In baseball, inning limits have become all the rage. Teams are treating young pitchers like they're made of glass, the underlying theory being too many innings too early in a career leads to a higher likelihood of serious injury. Today, we aren't going to debate the trend in baseball, that's a long discussion for another blog. Instead, let's see if there's a correlation between minutes played early in a career and injuries later on.
When the Celtics traded for Kevin Garnett, my snarky response centered around the 35,000+ minutes Garnett had played in the league. Basically, he was much older than the 30 years his birth certificate promised. I predicted a very narrow window opening and closing for Boston due to Garnett's heavy workload. I also said there was no way they'd win the championship in 07-08, among other things, but let's focus on my Garnett comments.
In particular, I want to see what kind of company Andre Iguodala is in. Over his first five seasons, Iguodala has logged 15,345 minutes. Now, let's run some comps.
In the past 10 years, here are the players who have logged over 15,000 minutes in their first five seasons:
- LeBron James
- Andre Iguodala
That's it. Let's expand it to 20 years. Here are the new additions to the list.
- David Robinson
- Latrell Sprewell
- Vin Baker
Still too small of a sample size. When we push it to 30 years, these names are added.
And 40 years...
- Kareem Abdul-Jabbar
- Bob McAdoo
- Sidney Wicks
- Dave Cowens
- Norm Nixon
Here's a look at the longevity of each of these players' careers.
- Never really slowed down. Played 57,000+ minutes in a 20-year career.
- Fell off a cliff after his 7th year.
- Still going strong after year 6.
- Serious injury after year 7. Changed his game at that point and remained productive through year 12.
- Remained healthy and productive through year 9. Career lasted 13 years. Missed more than 20 games three of his last four seasons.
- Career lasted 10 seasons, below-average player for the final 5.
- He remained durable throughout his career, only missing significant time for strangling his coach. His productivity fell off after his 10th season.
- He hung around for 8 more seasons, but was never the same after his fifth. Conditioning and off-court problems ruined his career.
- Career lasted 10 seasons, with a brief comeback a couple of years later. 4 of his final 5 seasons were ineffective and injury-plagued.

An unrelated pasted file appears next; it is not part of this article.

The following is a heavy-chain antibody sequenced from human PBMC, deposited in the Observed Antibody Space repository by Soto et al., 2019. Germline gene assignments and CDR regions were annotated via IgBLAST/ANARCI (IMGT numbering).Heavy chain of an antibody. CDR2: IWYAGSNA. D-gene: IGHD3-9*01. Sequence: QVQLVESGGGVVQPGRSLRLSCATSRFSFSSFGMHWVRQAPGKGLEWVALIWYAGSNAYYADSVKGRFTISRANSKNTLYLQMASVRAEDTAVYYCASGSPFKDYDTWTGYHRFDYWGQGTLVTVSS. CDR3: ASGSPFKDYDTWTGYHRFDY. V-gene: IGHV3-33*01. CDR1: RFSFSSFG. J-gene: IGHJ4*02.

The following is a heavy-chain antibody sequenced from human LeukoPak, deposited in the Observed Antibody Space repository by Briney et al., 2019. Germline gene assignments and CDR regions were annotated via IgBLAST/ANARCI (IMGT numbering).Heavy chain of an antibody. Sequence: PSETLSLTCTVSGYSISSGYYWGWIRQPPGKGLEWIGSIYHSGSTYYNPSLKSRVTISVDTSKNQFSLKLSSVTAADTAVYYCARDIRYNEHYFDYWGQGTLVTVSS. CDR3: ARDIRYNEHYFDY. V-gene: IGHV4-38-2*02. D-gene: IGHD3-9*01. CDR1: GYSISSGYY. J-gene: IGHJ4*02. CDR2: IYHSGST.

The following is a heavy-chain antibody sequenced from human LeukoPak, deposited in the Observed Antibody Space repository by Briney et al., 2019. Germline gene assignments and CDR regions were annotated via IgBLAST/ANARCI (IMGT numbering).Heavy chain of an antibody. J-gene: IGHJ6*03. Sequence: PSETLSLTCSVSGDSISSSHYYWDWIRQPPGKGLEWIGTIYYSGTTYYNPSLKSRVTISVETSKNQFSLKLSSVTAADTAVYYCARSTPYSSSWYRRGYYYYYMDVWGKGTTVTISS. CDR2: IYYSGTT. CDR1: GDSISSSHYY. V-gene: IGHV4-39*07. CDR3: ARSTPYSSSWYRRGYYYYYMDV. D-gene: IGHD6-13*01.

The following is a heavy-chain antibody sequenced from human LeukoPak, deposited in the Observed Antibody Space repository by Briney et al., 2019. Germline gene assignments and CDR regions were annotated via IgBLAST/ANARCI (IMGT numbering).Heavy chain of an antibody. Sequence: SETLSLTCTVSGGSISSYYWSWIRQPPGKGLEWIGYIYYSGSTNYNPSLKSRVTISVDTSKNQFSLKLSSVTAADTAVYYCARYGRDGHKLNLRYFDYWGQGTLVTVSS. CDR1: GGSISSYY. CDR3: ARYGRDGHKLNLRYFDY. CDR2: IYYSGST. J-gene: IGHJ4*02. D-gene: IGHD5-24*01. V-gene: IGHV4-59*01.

- 10 seasons in the league, his final two were injury-plagued, his final 5 were pretty ineffective.
- 17 year career, only the final two were cut short. Good longevity, and solid production into his mid-thirties.
Honestly, there isn't enough data here to point to any kind of a trend. It's pretty amazing that only 11 other players have logged as many minutes as Iguodala in their first five seasons, but that probably says more about the league than anything else. It's not easy to make the jump from college, or high school, to the pros. Plenty of guys have started from day one, but not many have been able to log heavy minutes right from day one.
Here's an alternative comp, guys who have logged 15,000+ minutes by their age 25 season.
- LeBron James
- Tracy McGrady (missed 109 games over the next 4 seasons)
- Kobe Bryant
- Adrian Dantley (missed over 20 games in 4 of his final 8 seasons)
- Shaquille O'Neal
- Bob McAdoo
- Carmelo Anthony
- Stephon Marbury (one more productive season, followed by nothing but injuries and lunacy)
- Kevin Garnett (durable through age 31)
- Isiah Thomas (began to break down after age 29 season)
- Gilbert Arenas (played a total of 15 games in age 26 and age 27 seasons, combined)
- Shareef Abdur-Rahim (massive injury problems after age 27 season)
- Antoine Walker (durable through age 30 season, out of the league at 31)
- Dirk Nowitzki
- Elton Brand (missed 127 games combined in age 28 and 29 seasons)
- Tony Parker (injuries starting to pile up at age 26)
- Chris Bosh
- Cliff Robinson (done at 28)
- Magic Johnson (durable pre-HIV)
- Rashard Lewis (missed 22 games in age 27 season, otherwise durable)
- Joe Johnson
- Buck Williams
- Mike Bibby (major injury in age 29 season, otherwise durable)
- Andre Iguodala
That list is a bit dire. Only a handful of players on that list played into their thirties at a high level without serious injuries. The jury is still out on LeBron, Rashard, Kobe, Carmelo, Bosh, Dirk and a couple of others.
Obviously, I'm not saying we have to hold our breath with Iguodala. He's one of the best-conditioned players in the league and has been since his rookie season. Personally, I feel it's a huge benefit to the team that he can go out there and play 40+ minutes whenever it's needed. At the same time, if we want to see Iguodala in a Sixers uniform beyond his current contract, playing at this level or beyond, it would make a lot of sense to find a way to lessen his workload.